Healthy Cooking

Why You Should Never Use Cooking Spray On Nonstick Pans

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Considering how much scrubbing dishes clean can really suck, it definitely makes sense to want to spray down your cooking pans before firing up the stove so nothing sticks. (And muffin tins—the absolute worst to wash IMHO.) Now there is definitely a time and place for cooking spray, but according to Kierin Baldwin, chef-instructor at the Institute of Culinary Education, there is one major mistake home cooks often make with it: using it on nonstick cookware.

"PAM and similar non-stick sprays are designed to evenly coat a pan and they have various propellants and anti-foaming agents added to their formulation in addition to the fats that they contain," Baldwin says. "Because they completely and evenly coat the pan, they stay on all surfaces that have been sprayed, especially ones that haven’t come in contact with the food being cooked." She explains that when they're exposed to heat, the spray can dry out and cook, which can harden into a sticky coating on your pan. The worst part? It can't be removed unless you use chemicals or a heck of a lot of elbow grease. "Either of those methods of removing that residue can potentially damage the areas of exposed non-stick pan surface during cleaning, making it extremely difficult to save the pan," Baldwin adds.

She explains that over time, the problem just gets worse. "The buildup covers the nonstick surface of your pan. The residue itself is not nonstick, so it will make your pan stop working as it was intended," Baldwin explains. Not exactly ideal—especially if you shelled out for nice nonstick pans.

If you want to save yourself all this grief, Baldwin's best advice is to use a non-aerosol form of fat to prevent foods from sticking to your pan (like olive oil or avocado oil), and to really read the directions on your nonstick cookware. This, ideally, should happen before you start using your new pots and pans so you know exactly how to care for them both when it comes to cooking and washing. If you don't have the original packaging for your pans, try Googling the brand name and model type; chances are you'll be able to find the directions online. "They will tell you what the proper procedure for cleaning that particular pan is according to its manufacturer, which can be different depending on the type of coating it has," Baldwin says.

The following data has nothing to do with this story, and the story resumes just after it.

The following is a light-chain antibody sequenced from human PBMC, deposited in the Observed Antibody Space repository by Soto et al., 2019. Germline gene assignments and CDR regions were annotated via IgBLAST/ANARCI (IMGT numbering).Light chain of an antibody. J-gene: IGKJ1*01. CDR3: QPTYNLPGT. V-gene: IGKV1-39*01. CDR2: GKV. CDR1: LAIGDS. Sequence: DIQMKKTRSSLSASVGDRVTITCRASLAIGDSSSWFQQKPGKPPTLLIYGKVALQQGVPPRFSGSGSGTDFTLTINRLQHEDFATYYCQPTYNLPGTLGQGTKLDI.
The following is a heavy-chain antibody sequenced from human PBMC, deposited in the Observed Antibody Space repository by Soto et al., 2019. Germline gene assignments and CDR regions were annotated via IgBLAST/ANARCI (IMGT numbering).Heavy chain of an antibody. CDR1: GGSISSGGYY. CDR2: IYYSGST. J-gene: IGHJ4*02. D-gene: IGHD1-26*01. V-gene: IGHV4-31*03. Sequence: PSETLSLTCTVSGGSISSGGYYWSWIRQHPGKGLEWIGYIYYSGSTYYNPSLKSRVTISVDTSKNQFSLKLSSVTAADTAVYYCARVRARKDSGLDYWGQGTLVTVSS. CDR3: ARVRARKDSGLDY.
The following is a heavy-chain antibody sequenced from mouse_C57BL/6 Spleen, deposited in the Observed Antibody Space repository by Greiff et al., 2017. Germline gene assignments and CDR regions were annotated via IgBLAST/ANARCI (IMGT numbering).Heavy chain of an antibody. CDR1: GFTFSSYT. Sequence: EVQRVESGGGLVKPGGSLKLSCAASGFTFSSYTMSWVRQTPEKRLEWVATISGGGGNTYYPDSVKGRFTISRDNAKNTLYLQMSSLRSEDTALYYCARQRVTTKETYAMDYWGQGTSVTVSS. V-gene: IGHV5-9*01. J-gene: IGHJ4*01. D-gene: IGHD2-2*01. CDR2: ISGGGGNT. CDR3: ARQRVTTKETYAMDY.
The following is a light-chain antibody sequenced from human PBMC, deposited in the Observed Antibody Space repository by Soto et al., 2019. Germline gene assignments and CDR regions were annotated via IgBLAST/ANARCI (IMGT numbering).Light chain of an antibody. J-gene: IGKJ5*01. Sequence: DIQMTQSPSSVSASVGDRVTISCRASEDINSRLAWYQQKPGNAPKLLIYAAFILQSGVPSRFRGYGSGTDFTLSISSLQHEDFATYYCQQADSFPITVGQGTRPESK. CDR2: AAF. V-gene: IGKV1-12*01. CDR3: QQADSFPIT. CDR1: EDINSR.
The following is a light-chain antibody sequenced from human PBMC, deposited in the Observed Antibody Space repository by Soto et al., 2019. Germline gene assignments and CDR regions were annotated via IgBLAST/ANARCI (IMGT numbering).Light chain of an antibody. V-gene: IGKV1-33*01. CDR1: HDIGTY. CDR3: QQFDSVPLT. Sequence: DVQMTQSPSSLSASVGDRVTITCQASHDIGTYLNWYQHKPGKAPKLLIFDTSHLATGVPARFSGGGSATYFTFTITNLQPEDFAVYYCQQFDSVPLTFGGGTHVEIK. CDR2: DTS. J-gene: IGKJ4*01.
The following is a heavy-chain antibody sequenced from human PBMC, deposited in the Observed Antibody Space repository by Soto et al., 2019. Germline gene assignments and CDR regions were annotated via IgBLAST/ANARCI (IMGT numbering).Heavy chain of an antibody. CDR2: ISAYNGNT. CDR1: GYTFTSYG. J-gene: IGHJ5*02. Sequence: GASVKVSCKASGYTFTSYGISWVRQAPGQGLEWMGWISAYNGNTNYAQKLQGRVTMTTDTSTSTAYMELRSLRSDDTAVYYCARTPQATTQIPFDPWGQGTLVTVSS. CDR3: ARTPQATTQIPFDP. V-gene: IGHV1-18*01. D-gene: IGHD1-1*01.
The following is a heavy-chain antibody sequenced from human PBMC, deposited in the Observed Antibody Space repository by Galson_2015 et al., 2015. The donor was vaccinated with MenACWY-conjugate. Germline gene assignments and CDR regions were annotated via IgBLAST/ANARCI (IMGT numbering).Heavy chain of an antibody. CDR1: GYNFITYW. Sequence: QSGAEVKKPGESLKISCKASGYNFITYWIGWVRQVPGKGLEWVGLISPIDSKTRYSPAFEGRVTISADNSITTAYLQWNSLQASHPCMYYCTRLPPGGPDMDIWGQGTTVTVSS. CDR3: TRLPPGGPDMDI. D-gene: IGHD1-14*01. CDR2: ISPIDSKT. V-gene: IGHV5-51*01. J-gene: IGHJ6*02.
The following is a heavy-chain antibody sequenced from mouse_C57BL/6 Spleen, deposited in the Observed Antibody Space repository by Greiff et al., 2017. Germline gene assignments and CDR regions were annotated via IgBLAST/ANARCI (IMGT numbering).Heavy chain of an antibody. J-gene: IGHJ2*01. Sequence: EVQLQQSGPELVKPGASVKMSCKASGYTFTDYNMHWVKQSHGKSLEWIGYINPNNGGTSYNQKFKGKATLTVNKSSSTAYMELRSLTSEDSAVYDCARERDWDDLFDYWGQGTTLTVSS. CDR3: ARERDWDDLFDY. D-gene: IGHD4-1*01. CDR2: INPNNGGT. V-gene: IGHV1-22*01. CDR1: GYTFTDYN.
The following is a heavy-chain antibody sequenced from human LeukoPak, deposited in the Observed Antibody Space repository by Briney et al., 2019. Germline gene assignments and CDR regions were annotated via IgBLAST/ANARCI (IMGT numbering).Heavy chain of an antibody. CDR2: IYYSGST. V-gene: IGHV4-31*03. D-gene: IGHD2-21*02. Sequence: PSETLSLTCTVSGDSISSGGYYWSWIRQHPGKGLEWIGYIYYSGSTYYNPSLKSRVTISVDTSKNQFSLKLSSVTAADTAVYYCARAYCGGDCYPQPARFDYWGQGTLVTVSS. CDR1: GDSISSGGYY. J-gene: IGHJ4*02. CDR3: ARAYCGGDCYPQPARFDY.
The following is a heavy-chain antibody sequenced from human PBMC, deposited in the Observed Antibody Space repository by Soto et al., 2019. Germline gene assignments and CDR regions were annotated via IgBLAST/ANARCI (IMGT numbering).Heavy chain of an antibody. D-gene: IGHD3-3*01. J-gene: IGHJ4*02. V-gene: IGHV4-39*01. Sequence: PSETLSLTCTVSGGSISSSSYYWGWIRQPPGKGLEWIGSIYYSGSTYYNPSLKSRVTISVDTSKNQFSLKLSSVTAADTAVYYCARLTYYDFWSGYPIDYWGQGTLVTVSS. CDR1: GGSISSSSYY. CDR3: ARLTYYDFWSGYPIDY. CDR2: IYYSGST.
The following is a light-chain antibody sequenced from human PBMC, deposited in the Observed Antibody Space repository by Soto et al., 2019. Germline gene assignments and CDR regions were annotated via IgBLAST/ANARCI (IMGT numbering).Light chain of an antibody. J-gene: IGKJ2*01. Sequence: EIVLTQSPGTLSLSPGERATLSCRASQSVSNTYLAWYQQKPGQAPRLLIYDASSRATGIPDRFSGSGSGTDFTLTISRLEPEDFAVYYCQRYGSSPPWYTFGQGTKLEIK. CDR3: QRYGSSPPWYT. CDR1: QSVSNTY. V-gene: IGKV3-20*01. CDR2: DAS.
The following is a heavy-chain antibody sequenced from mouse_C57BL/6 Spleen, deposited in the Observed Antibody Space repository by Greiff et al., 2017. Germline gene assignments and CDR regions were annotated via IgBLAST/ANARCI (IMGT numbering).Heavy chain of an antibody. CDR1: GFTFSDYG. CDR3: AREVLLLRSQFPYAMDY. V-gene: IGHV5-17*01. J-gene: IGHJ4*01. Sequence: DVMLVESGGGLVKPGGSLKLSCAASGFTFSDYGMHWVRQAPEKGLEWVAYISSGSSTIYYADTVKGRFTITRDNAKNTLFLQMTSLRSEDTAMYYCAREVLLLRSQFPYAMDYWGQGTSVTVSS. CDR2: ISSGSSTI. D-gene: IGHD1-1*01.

In general, Baldwin says to avoid using chemical cleaners when washing your nonstick pans because they can damage the surface. She also says to avoid stacking pans or dishes on the nonstick surface of the pans because it could damage and scratch them. Last, don't use metal utensils (like forks or stainless steel spatulas) when cooking on nonstick cookware. "Some pans say you can use metal utensils on them, but I would not go too crazy with that no matter what the manufacturer says the pan can take," Baldwin says.

So, does a pro chef like Baldwin even use PAM and other similar cooking sprays at all? She sure does—exclusively when baking in uncoated aluminum or glass bakeware. "The way it coats and sticks to a surface is exactly what you want for preparing a pan for a cake or brownies and this is just the kind of job it was designed for," she says, adding that she does wipe away any excess spray that is not in contact with the batter she's baking so that it won't build up on the bakeware when exposed to heat in the oven. When it comes to cooking, Baldwin says she uses clarified butter or olive oil instead of cooking spray. "It is important to remember that even non-stick pans will stick if you use them without any fat at all, so you do need to use something," she says.

If you don't own any nonstick pans—or you could use some new ones—check out the below options. Now that you know exactly how to cook and care for them, they're bound to last for years, cooking up plenty of delicious meals in the meantime.

Nonstick pans

calphalon nonstick pans
Photo: Calphalon
Calphalon 2 Piece Classic Nonstick Frying Pan Set — $35.00

If you’re in need of something both nonstick and super durable, this hard anodized aluminum duo is a great pick.

All-Clad NS1 Nonstick Induction Fry Pan, Set of 2 — $70.00

Nothing beats the impressive heating abilities of All-Clad’s anodized aluminum NS1 line, made from a rugged three-layer PFOA-free nonstick surface and induction-compatible steel bases. You can rely on this versatile set of fry pans from breakfast through dinner for frying up eggs, searing and browning fish, sauteing, vegetables, and more.

t-fal cookware
Photo: T Fal
T-fal Signature Nonstick Cookware Set — $80.00

If you need more than a couple of pans, this 12-piece set has you covered. It has everything you’ll need to get cooking—all nonstick, of course.

ayesha curry skillet
Photo: Ayesha Curry Home Collection
Ayesha Curry Home Collection Nonstick Skillet — $40.00

Okay, so this skillet won’t magically transform you into an Ayesha Curry-level chef, but you’ll at least look good trying. Made with porcelain enamel, this nonstick skillet comes with a glass lid—key for so many delicious recipes.

innerwell frying pan
Photo: Innerwell
Innerwell Nonstick Frying Pan — $23.00

You won’t find a cuter nonstick frying pan than this blush pink one. It’s so pretty you’ll want to leave it out even when you aren’t cooking!

gotham steel cookware set
Photo: Gotham Steel
Gotham Steel 20 Piece Nonstick Cookware Set — $190.00

Besides pots and pans, this cookware set comes with a muffin tin, cookie sheet, baking pans, and even a fry basket. Everything has a ceramic nonstick coating which is as sleek as it is functional.

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Our editors independently select these products. Making a purchase through our links may earn Well+Good a commission.

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